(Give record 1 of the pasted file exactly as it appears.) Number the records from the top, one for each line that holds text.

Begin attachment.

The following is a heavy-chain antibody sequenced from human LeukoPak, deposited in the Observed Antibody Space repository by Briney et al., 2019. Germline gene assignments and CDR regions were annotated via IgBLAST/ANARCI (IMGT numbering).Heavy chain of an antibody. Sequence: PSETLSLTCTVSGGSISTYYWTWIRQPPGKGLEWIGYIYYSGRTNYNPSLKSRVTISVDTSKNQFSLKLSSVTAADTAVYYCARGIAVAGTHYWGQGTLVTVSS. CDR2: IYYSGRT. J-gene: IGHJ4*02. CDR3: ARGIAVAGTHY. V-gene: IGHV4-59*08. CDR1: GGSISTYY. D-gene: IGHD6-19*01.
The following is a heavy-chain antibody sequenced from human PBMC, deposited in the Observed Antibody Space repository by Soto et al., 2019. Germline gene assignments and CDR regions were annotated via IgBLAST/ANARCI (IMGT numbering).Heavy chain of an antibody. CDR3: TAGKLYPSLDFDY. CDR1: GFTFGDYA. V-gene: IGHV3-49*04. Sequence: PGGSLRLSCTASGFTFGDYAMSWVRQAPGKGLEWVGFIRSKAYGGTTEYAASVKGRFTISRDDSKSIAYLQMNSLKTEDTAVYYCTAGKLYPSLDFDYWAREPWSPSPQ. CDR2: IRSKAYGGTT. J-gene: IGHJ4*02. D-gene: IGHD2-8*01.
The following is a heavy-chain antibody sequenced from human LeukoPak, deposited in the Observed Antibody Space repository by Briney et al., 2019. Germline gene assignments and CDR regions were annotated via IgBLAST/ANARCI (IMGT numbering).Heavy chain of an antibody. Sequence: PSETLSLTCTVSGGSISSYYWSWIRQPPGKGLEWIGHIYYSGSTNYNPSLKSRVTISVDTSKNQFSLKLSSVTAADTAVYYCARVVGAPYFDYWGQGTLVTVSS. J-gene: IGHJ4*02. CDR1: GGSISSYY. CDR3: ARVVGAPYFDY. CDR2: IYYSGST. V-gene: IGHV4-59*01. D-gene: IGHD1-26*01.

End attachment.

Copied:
The following is a heavy-chain antibody sequenced from human LeukoPak, deposited in the Observed Antibody Space repository by Briney et al., 2019. Germline gene assignments and CDR regions were annotated via IgBLAST/ANARCI (IMGT numbering).Heavy chain of an antibody. Sequence: PSETLSLTCTVSGGSISTYYWTWIRQPPGKGLEWIGYIYYSGRTNYNPSLKSRVTISVDTSKNQFSLKLSSVTAADTAVYYCARGIAVAGTHYWGQGTLVTVSS. CDR2: IYYSGRT. J-gene: IGHJ4*02. CDR3: ARGIAVAGTHY. V-gene: IGHV4-59*08. CDR1: GGSISTYY. D-gene: IGHD6-19*01.